Regardless of their side effects, the demand for the drug remained high throughout the war. Soldiers (including future Pulitzer Prize winner Heinrich Boll)[7] wrote letters home asking their parents to send them the methamphetamine.[8] Despite attempts to control usage of the drug, it is estimated that 200 million Pervitin pills were given to Wehrmacht soldiers between 1939 and 1945.[9] Quite literally, Pervitin fueled Nazi Germany’s military exploits.

Shortly before the war ended, Nazi doctors began working on an improvement to the Pervitin pill (code name D-IX) that allegedly contained methamphetamine, cocaine, and a powerful painkiller (which was initially tested in concentration camps).[10] However, the invasion of Normandy by the Allies prevented the further use and study of this pill. Amazingly, Pervitin was part of the medical supplies for both the West and Eastern Germany armies until 1988.

[1] Megan Garber, “Pilot’s Salt: The Third Reich Kept Its Soliders Alert With Meth” Bulanan Atlantik May 31, 2013, http://www.theatlantic.com/technology/archive/2013/05/pilots-salt-the-third-reich-kept-its-soldiers-alert-with-meth/276429/ (accessed June 10, 2013).

[2] Elaine A. Moore, The Amphetamine Debate: The Use of Adderall, Ritalin, and Related Drugs for Behavior Modification, Neuroenhancement and Anti-Aging Purposes (Jefferson, NC: McFarland and Company Inc, 2011.), 139.

[3] Nicholas Rasmussen, On Speed: The Many Lives of Amphetamine (New York: New YorkUniversity Press, 2008), 54.


Nazis Weren't the Only Ones Using Meth During World War II

Adolf Hitler’s use of methamphetamine, otherwise known as crystal meth, has been well documented during recent years in books like Blitzed: Drugs in the Third Reich by Norman Ohler. But did you know that Nazi soldiers, British troops, and even American military personnel used speed as well during World War II? That secret history is airing tonight on the PBS show Secrets of the Dead with an episode titled “ World War Speed .”

The episode is hosted by British historian James Holland and gives viewers a fascinating look at the use of uppers by both the Allies and the Axis powers in the 1940s. The drugs helped soldiers stay awake for long periods of time and it also made them more aggressive in combat scenarios. The downside? Some soldiers took so much speed they worried that they’d never be able to sleep again.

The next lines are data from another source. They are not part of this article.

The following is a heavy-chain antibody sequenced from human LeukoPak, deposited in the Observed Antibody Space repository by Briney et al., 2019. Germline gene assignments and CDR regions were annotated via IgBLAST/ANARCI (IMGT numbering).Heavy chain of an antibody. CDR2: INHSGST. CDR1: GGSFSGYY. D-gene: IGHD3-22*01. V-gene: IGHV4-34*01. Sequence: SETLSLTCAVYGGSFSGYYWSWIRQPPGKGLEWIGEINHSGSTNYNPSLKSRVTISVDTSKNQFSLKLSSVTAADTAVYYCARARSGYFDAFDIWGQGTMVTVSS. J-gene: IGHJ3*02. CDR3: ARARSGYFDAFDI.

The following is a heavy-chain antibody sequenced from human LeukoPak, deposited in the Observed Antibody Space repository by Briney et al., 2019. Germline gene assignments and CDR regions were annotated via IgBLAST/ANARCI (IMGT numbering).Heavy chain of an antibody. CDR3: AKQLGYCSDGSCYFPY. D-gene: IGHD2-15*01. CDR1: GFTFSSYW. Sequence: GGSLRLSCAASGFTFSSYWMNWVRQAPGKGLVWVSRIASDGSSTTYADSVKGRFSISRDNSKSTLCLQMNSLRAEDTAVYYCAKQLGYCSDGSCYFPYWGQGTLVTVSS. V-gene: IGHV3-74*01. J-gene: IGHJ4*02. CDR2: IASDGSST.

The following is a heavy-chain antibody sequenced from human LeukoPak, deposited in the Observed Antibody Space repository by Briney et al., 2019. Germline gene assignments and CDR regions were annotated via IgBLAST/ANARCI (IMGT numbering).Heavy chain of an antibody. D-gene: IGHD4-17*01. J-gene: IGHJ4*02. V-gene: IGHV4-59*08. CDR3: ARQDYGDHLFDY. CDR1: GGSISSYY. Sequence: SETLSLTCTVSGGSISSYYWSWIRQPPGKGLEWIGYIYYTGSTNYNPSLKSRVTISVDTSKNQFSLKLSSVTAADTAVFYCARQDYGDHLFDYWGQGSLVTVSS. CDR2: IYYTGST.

The Nazi version of speed was called Pervitin and was available over the counter in Germany during the late 1930s before it was given to soldiers. Likewise, America’s version, known as Benzedrine, could be found in U.S. pharmacies before the country entered World War II. But the soldiers on both sides weren’t going rogue and taking drugs for the fun of it. The speed was issued to them by their own governments, sometimes in staggering quantities.

Germany used the drug to invade Poland in 1939 and shipped an estimated 35 million tablets of Pervitin to its soldiers fighting to invade France in 1940. And with only about 3 million German troops in that region, that means there were plenty of uppers to go around.

Winston Churchill developed an interest in speed when he learned that the Germans were using it and British troops were supplied with hundreds of thousands of pills as well. And U.S. General Dwight Eisenhower, who would later become president, ordered at least half a million tablets for Americans fighting in North Africa.

Boleh dikatakan, salah satu yang paling penting dari episod ini bukan hanya pasukan diberi kepantasan untuk membuat mereka terjaga, seperti yang kita anggap. Penyelidik pada masa itu mendapati bahawa ia membantu membuat pasukan mereka lebih yakin dan lebih agresif. Itu jelas berguna dalam perang, tetapi juga mempunyai kekurangannya. Seperti yang dijelaskan oleh episod, satu perkara yang berguna mengenai ketakutan adalah bahawa hal itu menghalangi anda untuk tidak membahayakan badan anda. Ketakutan adalah mekanisme pertahanan diri yang semula jadi dan orang yang terlalu yakin dapat mencapai sesuatu yang hebat, tetapi mereka juga menghadapi risiko melakukan kesalahan yang benar-benar bodoh.